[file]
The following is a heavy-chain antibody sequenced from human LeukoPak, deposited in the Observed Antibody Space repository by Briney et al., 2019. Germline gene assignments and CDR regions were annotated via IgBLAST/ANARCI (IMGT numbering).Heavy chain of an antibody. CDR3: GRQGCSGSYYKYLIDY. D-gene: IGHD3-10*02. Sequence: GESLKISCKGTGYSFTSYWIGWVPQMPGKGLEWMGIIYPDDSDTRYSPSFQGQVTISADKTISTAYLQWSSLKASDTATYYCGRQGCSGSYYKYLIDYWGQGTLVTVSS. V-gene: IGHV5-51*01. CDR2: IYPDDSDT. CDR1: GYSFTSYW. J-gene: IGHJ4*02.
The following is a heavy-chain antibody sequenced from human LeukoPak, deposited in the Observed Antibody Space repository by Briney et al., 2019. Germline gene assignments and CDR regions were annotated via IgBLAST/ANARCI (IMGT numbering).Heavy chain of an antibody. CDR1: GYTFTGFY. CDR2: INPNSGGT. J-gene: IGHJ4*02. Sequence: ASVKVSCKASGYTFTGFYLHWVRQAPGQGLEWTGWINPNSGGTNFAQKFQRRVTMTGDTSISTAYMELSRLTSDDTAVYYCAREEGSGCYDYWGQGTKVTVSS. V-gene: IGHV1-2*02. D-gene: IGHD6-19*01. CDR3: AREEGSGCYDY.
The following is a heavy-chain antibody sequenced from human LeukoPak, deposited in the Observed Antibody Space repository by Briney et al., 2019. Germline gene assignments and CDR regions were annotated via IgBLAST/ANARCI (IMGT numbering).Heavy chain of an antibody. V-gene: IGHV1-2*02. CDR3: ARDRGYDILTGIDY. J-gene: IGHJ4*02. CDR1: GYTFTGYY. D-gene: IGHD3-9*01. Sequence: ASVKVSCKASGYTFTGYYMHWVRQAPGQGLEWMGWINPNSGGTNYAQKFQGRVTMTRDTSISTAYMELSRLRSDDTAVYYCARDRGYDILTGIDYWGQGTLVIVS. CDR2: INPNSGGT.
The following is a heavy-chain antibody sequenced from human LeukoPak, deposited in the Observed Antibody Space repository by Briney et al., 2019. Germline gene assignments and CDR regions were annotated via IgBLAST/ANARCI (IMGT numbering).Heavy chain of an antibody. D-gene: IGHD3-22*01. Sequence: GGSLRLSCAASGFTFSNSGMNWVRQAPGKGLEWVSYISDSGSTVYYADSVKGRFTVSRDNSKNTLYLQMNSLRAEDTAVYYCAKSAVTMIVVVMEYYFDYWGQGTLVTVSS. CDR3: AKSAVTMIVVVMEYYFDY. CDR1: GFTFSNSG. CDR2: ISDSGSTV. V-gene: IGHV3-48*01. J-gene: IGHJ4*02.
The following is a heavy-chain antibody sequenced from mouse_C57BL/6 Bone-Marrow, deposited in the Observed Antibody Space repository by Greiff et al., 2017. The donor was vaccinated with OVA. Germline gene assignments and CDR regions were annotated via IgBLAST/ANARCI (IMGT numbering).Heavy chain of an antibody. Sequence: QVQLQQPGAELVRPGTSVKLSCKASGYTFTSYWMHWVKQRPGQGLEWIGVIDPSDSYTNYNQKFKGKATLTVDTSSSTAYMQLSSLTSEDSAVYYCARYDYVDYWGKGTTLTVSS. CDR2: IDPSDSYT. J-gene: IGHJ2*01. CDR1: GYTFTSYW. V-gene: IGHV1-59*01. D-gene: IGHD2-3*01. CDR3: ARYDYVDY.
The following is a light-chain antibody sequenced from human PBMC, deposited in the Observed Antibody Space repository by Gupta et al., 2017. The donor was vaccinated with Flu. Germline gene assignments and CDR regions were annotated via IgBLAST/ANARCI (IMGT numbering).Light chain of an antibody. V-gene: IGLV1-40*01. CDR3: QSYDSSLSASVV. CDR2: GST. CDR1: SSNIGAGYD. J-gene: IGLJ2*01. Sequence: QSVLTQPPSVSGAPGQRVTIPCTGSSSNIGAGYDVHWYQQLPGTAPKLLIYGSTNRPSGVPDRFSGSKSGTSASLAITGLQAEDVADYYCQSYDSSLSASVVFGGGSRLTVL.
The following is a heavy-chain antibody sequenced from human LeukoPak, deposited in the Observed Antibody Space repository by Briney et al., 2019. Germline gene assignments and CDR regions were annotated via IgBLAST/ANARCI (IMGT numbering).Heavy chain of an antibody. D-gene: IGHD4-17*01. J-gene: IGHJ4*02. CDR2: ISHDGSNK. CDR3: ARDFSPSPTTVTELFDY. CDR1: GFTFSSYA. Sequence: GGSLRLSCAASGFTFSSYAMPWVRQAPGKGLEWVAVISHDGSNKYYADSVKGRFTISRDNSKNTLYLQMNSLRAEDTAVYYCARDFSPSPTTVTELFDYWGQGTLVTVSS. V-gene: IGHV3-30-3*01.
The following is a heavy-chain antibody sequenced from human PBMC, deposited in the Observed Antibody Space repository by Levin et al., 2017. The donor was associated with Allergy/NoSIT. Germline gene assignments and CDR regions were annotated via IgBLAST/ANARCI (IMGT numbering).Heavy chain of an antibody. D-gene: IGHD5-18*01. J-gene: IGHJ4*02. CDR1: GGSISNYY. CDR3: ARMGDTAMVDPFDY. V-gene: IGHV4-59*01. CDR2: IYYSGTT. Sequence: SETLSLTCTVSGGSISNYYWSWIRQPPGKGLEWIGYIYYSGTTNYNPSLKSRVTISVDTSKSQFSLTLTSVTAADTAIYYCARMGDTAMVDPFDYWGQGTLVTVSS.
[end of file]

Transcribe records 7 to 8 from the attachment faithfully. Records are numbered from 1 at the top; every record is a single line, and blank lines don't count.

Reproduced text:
The following is a heavy-chain antibody sequenced from human LeukoPak, deposited in the Observed Antibody Space repository by Briney et al., 2019. Germline gene assignments and CDR regions were annotated via IgBLAST/ANARCI (IMGT numbering).Heavy chain of an antibody. D-gene: IGHD4-17*01. J-gene: IGHJ4*02. CDR2: ISHDGSNK. CDR3: ARDFSPSPTTVTELFDY. CDR1: GFTFSSYA. Sequence: GGSLRLSCAASGFTFSSYAMPWVRQAPGKGLEWVAVISHDGSNKYYADSVKGRFTISRDNSKNTLYLQMNSLRAEDTAVYYCARDFSPSPTTVTELFDYWGQGTLVTVSS. V-gene: IGHV3-30-3*01.
The following is a heavy-chain antibody sequenced from human PBMC, deposited in the Observed Antibody Space repository by Levin et al., 2017. The donor was associated with Allergy/NoSIT. Germline gene assignments and CDR regions were annotated via IgBLAST/ANARCI (IMGT numbering).Heavy chain of an antibody. D-gene: IGHD5-18*01. J-gene: IGHJ4*02. CDR1: GGSISNYY. CDR3: ARMGDTAMVDPFDY. V-gene: IGHV4-59*01. CDR2: IYYSGTT. Sequence: SETLSLTCTVSGGSISNYYWSWIRQPPGKGLEWIGYIYYSGTTNYNPSLKSRVTISVDTSKSQFSLTLTSVTAADTAIYYCARMGDTAMVDPFDYWGQGTLVTVSS.